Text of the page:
A French firm is breeding plants that resist climate change and need less pesticide and fertilizer

An EU ban on neonicotinoides, an insecticide used to protect plants like sugar beets from diseases spread by aphids, seemed like a good idea in 2018. The insecticide was found to harm bee populations, and the European Union had decided to prohibit neonicotinoids as part of a larger push for more sustainable agriculture.

But the ban led to ravages of jaundice in some sugar beet fields, cutting harvests in one of the world’s biggest producers of sugar from beets and threatening the industry. As a result, France rolled back the ban until 2023.

That’s not much time. Developing new plant varieties usually takes seven to ten years. The Florimond Desprez Group, a plant breeder and seed producer in northern France, is working hard on the problem. The company has been breeding sugar beets for almost 200 years, and it is tapping its deep experience to develop a plant that can resist jaundice, while still maintaining its natural resistance to other scourges, such as the rhizomania virus.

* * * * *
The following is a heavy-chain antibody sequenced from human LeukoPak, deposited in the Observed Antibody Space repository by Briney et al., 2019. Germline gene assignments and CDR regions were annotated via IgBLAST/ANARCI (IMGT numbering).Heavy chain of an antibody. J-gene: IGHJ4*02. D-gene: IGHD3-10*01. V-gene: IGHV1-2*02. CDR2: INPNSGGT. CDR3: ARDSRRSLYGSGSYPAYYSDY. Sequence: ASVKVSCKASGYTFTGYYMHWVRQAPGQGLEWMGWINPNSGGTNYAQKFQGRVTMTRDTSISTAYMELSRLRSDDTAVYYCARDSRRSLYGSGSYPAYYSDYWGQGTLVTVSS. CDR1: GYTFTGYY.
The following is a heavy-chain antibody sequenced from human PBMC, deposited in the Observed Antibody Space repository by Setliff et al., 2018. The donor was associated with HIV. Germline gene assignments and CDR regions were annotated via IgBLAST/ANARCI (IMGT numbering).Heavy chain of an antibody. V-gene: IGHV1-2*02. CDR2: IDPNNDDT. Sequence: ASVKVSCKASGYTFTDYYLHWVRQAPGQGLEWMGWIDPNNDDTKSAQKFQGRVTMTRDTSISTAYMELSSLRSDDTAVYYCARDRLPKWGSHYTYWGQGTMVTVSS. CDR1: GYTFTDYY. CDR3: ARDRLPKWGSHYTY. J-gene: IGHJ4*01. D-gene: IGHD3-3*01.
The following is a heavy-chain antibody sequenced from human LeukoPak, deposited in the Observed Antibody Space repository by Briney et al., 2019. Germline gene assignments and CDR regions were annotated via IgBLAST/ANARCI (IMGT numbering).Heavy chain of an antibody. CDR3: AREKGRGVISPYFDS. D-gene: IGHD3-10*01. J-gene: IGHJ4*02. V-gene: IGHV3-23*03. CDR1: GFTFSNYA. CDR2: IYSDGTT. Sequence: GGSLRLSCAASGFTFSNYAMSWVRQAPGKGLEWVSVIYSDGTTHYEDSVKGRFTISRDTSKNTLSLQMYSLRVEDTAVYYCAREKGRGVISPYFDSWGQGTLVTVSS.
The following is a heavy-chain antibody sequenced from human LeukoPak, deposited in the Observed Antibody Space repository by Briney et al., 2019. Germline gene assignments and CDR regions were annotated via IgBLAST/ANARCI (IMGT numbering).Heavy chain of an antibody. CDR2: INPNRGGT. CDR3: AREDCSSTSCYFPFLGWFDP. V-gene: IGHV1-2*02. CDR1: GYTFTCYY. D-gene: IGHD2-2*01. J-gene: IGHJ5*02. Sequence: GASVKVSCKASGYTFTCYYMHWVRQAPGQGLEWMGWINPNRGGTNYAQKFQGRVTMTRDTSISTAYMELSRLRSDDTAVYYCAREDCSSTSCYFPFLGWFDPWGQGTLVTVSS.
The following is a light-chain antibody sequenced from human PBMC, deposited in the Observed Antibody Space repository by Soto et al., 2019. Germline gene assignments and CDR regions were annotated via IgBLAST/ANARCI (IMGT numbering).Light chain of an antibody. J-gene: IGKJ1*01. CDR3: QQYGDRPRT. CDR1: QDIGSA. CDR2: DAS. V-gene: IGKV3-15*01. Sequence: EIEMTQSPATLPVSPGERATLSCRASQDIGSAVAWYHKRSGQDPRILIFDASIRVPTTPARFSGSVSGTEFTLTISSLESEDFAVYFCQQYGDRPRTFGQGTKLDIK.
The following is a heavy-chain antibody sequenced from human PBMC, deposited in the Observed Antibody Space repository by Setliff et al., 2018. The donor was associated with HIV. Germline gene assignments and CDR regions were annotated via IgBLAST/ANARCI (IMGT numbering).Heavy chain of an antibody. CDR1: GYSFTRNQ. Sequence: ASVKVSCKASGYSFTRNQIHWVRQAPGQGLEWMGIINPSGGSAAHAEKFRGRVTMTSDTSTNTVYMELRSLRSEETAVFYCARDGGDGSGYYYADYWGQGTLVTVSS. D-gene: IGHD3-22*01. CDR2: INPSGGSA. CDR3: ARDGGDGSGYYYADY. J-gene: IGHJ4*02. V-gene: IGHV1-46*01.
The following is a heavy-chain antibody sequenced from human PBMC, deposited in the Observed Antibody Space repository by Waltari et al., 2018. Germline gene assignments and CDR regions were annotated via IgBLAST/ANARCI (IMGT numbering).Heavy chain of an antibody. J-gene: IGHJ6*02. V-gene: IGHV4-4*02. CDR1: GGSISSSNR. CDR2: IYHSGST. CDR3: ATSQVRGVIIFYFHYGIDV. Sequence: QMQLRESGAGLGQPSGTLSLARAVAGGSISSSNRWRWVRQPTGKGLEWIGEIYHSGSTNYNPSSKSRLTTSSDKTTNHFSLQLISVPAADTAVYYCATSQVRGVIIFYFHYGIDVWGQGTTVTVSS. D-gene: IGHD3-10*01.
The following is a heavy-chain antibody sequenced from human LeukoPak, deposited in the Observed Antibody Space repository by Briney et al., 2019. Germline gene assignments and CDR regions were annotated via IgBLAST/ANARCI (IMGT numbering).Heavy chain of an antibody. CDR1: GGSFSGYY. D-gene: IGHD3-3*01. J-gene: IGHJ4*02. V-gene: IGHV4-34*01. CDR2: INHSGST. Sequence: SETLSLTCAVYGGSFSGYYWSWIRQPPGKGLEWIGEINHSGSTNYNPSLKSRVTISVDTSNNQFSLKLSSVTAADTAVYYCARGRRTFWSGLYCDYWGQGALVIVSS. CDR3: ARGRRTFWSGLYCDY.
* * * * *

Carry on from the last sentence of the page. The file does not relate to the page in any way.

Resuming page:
It’s a race that has implications for other plants and areas of agriculture.

“For agriculture to be more sustainable, we need to use less nitrogen fertilizer, which has a significant carbon footprint, and less pesticides,” says Marin Desprez, group strategy director at the Florimond Desprez Group. “If a plant variety is naturally resistant or tolerant to a disease, you don’t need chemicals to protect it.”

Agriculture is under pressure because of climate change, the need to reduce its environmental footprint and a growing world population to feed. The research and development of agricultural firms like Florimond Desprez, a relatively small company in an industry dominated by giants, is crucial for breeding plants that require less resources or chemical treatments, but that still produce enough food in increasingly difficult conditions. According to one study, without plant breeding Europe would have produced 20% less arable crops in the last 20 years, and agriculture would have consumed an additional 21.6 million hectares of land and spewed 4 billion tonnes more carbon.